Getting Started OSMF (Part 2)

Open Source Media Framework

In Part 1 we briefly looked at some documentation and references for quickly getting up to speed on OSMF.  Now in Part 2 I want to touch on some different options the developer has regarding what classes to use to actually build their OSMF video player.  The main difference in the various options has to do with choosing ease of coding and simplicity versus flexibility / player capabilities.  One option is to use the VideoElement class.  Video element makes it simple to connect to a video stream and instantiate a player:


var mediaPlayerSprite:MediaPlayerSprite = new MediaPlayerSprite();
var videoElement:VideoElement = new VideoElement();
var dynResource:DynamicStreamingResource = new DynamicStreamingResource("rtmp://cp67126.edgefcs.net/ondemand");


dynResource.streamItems = Vector.<DynamicStreamingItem>([]); //code shortened here; see the documentation for the full example


videoElement.resource = dynResource;
addChild(mediaPlayerSprite);
mediaPlayerSprite.media = videoElement;

The benefit of using VideoElement is it’s simple to instantiate, however it is also limited in that it can’t handle all types of media, such as a swf or a dynamic multi-bitrate stream.  So, if you know exactly what media types your player is going to be handling, then VideoElement may be sufficient for your needs.  But if you need your player to be a little smarter, and handle any type of media “automagically”, then you should look into abstracting your code a little more, such as by using DefaultMediaFactory (see the ASDOC for code example).  DefaultMediaFactory will add a layer of abstraction, allowing your player to add the appropriate org.osmf.elements class depending on the media stream it receives, e.g. VideoElement vs. SWFElement vs. F4MElement, etc.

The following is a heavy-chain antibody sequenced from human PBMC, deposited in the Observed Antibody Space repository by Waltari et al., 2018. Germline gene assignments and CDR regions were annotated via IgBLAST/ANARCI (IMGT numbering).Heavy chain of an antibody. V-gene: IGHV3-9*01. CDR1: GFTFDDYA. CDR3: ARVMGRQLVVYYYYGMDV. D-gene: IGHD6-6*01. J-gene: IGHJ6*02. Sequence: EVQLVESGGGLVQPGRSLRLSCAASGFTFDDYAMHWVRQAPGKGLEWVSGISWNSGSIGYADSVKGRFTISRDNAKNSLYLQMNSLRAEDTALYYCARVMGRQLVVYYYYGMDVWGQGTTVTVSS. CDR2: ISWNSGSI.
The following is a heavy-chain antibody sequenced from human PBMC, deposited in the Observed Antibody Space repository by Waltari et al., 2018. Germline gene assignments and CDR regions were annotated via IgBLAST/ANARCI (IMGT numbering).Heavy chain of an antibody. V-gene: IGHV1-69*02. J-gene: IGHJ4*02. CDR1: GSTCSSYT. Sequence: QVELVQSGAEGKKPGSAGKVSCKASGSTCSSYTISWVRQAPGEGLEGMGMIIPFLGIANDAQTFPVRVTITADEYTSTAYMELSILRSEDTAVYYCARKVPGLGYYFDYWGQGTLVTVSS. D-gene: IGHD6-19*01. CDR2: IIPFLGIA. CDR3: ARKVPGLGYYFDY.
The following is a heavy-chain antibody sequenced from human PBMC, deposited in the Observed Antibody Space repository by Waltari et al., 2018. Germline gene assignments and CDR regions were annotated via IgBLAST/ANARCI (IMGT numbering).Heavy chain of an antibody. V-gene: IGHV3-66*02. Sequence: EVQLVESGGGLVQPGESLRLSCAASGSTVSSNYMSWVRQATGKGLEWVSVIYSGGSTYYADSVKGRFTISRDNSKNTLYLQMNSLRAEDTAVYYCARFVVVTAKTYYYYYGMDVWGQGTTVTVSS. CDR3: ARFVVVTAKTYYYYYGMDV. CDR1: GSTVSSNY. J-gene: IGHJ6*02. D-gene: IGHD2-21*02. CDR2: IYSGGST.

Fuad Kamal

With a background in biotechnology, Fuad began his career developing assays and cutting edge technologies around HIV research. From there he shifted into the bioinformatics arena, where he developed innovative information systems in Perl. He started playing with the Flash platform around the time Flash 4 was released, and later developed the flash interface for the Flight Information Display System (FIDS) that you see at pretty much every major airport around the world today. Fuad loves delving into new technologies and pushing technologies in novel directions. Currently he is focused on providing mobile strategy & development for the Health & Fitness markets. He is an iOS developer, teaches an Android & Kotlin college course, and is currently writing The Kotlin Book http://thekotlinbook.com. Fuad has often applied principals he learned from his study of the martial arts to mentoring others as well as taking a unique approach to problem solving. He has found that quite often, the barriers we set before us are more mental than anything else, and the key to overcoming them lies in understanding this concept.

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